The Macrobiotic Diet is part of the Far Eastern philosophy of Macrobiotics (literally “Great Life”).
Despite a reputation of being nothing but brown rice, there is more to the Macrobiotic Diet than just brown rice. The food guidelines have been evolving over a number of years.
The basic diet is essentially:
- 50% whole grains
- 25% seasonal vegetables, cooked or raw.
- 10% protein foods – such as fish or legumes.
- 5% sea vegetables
- 5% soups
- 5% fruit, nuts, or seeds.
Food should be organically grown and eaten fresh. The Macrobiotic lifestyle also governs how food should be prepared.
No microwave should be used – rice must be cooked in a pressure cooker. Food should be eaten and chewed slowly, in a relaxed manner.
What’s not allowed?
Sugars, spices, alcohol, eggs, meat, and cheese. This has everything to do with the extreme yin and yang properties.
What’s good about the Macrobiotic Diet?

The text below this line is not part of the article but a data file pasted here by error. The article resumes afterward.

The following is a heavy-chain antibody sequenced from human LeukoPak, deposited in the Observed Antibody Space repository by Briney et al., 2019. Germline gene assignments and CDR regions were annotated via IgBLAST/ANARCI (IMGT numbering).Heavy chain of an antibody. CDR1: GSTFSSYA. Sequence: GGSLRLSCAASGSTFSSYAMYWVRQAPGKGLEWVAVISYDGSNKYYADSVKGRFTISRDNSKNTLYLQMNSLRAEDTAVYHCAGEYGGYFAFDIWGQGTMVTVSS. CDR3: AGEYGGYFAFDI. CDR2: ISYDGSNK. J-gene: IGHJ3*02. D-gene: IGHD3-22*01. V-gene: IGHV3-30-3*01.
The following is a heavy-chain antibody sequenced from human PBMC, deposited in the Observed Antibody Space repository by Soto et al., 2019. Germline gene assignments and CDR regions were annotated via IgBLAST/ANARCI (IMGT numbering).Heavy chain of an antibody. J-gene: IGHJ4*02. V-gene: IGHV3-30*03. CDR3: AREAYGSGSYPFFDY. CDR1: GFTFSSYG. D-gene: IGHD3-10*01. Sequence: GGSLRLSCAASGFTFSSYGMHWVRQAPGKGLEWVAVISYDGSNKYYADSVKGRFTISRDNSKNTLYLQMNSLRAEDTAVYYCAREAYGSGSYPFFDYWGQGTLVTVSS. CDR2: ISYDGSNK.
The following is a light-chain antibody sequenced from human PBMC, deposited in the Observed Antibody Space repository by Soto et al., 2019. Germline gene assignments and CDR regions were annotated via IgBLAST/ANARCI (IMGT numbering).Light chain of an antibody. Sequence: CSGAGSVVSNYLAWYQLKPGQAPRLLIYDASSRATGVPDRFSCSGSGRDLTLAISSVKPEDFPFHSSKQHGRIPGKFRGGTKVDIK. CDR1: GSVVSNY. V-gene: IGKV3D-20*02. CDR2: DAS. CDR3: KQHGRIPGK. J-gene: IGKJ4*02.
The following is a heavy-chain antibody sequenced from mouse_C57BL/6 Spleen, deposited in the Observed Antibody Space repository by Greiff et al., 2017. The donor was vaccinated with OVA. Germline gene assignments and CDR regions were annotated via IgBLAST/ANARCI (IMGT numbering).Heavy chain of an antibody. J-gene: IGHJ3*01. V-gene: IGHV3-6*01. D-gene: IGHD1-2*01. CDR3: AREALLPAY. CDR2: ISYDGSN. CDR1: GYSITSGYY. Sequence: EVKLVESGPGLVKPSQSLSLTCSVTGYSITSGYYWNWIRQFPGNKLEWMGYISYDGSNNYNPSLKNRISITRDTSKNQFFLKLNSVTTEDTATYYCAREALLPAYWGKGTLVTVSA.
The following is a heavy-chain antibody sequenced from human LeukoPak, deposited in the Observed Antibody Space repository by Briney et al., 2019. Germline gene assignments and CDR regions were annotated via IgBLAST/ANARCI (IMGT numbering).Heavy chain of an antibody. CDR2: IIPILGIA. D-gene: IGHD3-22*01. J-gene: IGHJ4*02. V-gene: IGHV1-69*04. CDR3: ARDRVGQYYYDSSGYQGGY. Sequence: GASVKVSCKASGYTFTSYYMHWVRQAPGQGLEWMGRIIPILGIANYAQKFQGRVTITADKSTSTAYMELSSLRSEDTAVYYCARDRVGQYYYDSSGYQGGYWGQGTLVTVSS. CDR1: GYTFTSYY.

The macrobiotic diet is high in natural, unprocessed foods, complex carbohydrates, and vegetables. It is low in saturated fats, whilst providing the essential fats.
It could be considered a weight loss diet, due to these factors, and the potential lower calorie count. However Macrobiotics is more of a way of life, than just another weight loss fad.
There are a number of claims made about the healing properties of the macrobiotic diet. Conditions such as cancer and heart disease have apparently been aided by this diet. However some claims are unsubstantiated.
The macrobiotic diet can be fairly strict. Where a diet is strict there is a potential for nutritional deficiencies – particularly calcium and iron.
Modern Day Macrobiotics which retails for $19.95.
- Ernst, E., & CAM-Cancer Consortium. (2014). Macrobiotic diet. link
- Knuiman, J. T., & West, C. E. (1982). The concentration of cholesterol in serum and in various serum lipoproteins in macrobiotic, vegetarian and non-vegetarian men and boys. Atherosclerosis, 43(1), 71-82. study link
- Bowman, B. B., Kushner, R. F., Dawson, S. C., & Levin, B. (1984). Macrobiotic diets for cancer treatment and prevention. Journal of Clinical Oncology, 2(6), 702-711. study link